So we had to consider the fact that our boys needed schooling. We sold the farm, so to speak, and moved to town. We traded up to an $80,000 home with a swimming pool on Cornwall and Brandon. We now had a $64,000 mortgage and a larger home.

The boys were having trouble adjusting to the big city. Our first indication of this was the postman informing us that our lads were peeing on the junipers at the end of our driveway and acting like Neanderthals.

No sooner than the ink dried on our contract, I was bumped from my job due to cutbacks and low seniority. Talk about “easy come, easy go.” Now comes the cruncher: no income, no mortgage payment and the threat of foreclosure.

So to overcome this predicament we were led to believe we should sell, by a money-grabbing commission realtor. He professed to be saving the day by lightening our burden. He had brought a friend who would offer us $68,000 cash for the house we had just purchased for $80,000. This would pay off our mortgage, leaving us debt free and $4,000 to go on a wonderful holiday. So under duress the deal was struck, one that we never financially recovered from. If only that realtor had been truly compassionate we could have rented out until my job had stabilized. To this day we could have owned our own home twice over. That home would list for $500,000 in today’s market.

Does anyone out there have some sharp cheese to go with my whine?

Andy Homan

Penticton

Police conduct in question

On Jan. 7, Kelowna RCMP Const. Geoff Mantler was caught on tape delivering a kick to the head of Buddy Tavares. What other brutalities have occurred that haven’t been caught on video?

I can think of one. RCMP Cpl. Andre Turcotte convicted of assault causing bodily harm for a 2007 off-duty, road-rage attack, and still collecting his $74,000 salary. It makes me wonder if the bullies from the school yard are seeking employment in the B.C. RCMP, where there seams to be no substantial consequences for their actions except to have them suspended with pay either at home or behind a desk. And you have to ask how many more corrupt police officers are we paying to do this, while we have Supt. Bill McKinnon asking time and time again for more funding for more officers.

Of course they can’t be all corrupt, or can they? There are members who turn a blind eye to wrongdoing of fellow officers, aren’t they just as much of a problem? With the implication of the .05 drinking and driving law, do you really want the B.C. RCMP to be the enforcers and judge and jury?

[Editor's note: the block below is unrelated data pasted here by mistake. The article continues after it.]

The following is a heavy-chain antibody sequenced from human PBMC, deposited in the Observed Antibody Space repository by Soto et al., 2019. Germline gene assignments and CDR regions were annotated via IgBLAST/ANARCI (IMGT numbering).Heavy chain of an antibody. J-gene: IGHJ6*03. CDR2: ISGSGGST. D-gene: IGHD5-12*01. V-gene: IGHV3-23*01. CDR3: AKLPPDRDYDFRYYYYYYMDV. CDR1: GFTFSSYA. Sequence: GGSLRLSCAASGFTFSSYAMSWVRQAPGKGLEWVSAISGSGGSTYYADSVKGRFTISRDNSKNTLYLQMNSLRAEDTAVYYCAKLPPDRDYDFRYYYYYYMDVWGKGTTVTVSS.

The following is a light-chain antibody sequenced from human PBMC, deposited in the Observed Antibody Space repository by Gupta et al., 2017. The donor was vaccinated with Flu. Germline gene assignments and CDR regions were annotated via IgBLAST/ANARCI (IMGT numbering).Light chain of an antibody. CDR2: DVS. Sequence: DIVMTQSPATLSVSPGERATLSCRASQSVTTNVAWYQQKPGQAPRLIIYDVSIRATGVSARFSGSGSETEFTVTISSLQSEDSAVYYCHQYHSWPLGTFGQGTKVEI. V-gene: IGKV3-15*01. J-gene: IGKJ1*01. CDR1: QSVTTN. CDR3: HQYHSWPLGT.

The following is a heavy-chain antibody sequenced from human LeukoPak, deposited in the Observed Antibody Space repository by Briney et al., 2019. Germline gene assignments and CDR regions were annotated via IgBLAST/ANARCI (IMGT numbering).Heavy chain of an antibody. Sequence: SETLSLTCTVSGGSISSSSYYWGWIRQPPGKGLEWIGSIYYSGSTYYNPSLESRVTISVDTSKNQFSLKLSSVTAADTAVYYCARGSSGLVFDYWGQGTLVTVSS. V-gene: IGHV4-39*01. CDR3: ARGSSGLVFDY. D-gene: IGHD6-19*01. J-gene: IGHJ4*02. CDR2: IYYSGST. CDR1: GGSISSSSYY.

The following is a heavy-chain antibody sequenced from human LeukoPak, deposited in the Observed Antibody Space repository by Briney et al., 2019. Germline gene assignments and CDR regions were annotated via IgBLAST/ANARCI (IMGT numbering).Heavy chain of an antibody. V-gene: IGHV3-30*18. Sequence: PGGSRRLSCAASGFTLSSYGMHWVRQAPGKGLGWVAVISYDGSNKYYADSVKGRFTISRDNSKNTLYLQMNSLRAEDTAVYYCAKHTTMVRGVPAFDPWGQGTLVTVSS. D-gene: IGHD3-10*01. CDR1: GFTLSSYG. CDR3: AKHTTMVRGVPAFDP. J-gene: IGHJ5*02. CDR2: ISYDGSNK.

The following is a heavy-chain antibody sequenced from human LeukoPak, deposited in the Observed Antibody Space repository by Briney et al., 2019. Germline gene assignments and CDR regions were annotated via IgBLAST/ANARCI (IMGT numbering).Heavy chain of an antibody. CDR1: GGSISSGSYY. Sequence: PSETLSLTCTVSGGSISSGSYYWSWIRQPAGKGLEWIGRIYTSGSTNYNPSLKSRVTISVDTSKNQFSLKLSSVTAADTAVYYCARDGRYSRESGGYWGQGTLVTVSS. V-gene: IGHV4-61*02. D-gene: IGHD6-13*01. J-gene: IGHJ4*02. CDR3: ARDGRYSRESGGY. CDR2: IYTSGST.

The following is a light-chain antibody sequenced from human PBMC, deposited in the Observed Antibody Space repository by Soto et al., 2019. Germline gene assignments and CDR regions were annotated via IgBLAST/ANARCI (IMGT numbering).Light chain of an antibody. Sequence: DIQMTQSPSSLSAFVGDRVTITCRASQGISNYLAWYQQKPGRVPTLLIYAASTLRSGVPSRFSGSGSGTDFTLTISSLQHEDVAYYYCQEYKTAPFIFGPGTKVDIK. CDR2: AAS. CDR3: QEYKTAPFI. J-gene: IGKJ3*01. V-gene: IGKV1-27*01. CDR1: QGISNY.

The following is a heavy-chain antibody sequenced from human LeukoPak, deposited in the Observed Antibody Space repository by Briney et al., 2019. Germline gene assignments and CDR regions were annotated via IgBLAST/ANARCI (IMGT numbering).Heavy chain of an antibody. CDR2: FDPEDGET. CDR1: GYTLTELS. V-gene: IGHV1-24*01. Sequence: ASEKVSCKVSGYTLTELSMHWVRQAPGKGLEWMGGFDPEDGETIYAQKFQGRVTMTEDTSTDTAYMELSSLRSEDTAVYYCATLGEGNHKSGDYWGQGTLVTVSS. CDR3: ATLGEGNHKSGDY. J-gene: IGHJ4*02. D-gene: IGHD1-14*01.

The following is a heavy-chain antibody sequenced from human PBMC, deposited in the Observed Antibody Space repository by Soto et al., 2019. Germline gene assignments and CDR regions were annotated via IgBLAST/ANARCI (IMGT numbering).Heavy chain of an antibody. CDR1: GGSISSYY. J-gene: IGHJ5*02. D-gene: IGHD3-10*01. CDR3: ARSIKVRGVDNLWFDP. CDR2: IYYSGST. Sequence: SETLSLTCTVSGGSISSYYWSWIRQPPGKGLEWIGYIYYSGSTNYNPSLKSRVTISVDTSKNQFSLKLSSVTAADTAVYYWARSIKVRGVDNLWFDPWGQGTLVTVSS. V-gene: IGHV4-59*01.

If you would like a say and sign a petition for public consultation before the B.C. RCMP contract is renewed in 2012, go to www.gopetition.com/petition/41556.html or to get rid of them altogether go to www.gopetition.com/petition/41557.html.

Or, you can just sit back, and the next time you see a RCMP officer wonder if you’re next.

Michael Gregoroff

Penticton

Thanks from the animals

As we jump into 2011, we (at the dog pound) look back on previous years and are amazed at just how fortunate we’ve been.

Thankfully, times have changed and now we can say that most of the impounded dogs left unclaimed, here at the dog pound, are placed into new homes. Often we can provide this service ourselves — providing vet care, advertising and screening potential homes for these dogs. However, our space and manpower is very limited. When the need arises, we turn to others for help.

For at least 11 years, a wonderful relationship has thrived with Critteraid — a non-profit animal rescue group. Again and again, they have stepped up to assist an unclaimed impounded dog by providing vet work, foster care and ultimately a new home. Critteraid also sponsors the cremation for any unclaimed deceased cat we remove from municipal properties and roads in both Summerland and Penticton.

Okanagan Small Dog Rescue Society has taken many small-breed dogs in that were absolutely terrified in our kennel environment, only to find that each of them were quiet, affectionate, healthy dogs. Excellent candidates to be adopted into new homes.

Hug-a-Bull Rescue has not only opened their arms to some of our dogs, but has generously donated food, toys, bedding, etc. during the Christmas holidays.

The Penticton branch of the BCSPCA has helped by taking in several unclaimed dogs, and giving us towels, blankets and bedding from time to time.

There are other “breed specific” rescues that assist us, as well as a few private citizens that open their hearts to our unclaimed “strays”.

I would like to extend a heart-felt thank you with gratitude that words cannot express.

Rose Gingras

Dog Control Services

for Penticton and Summerland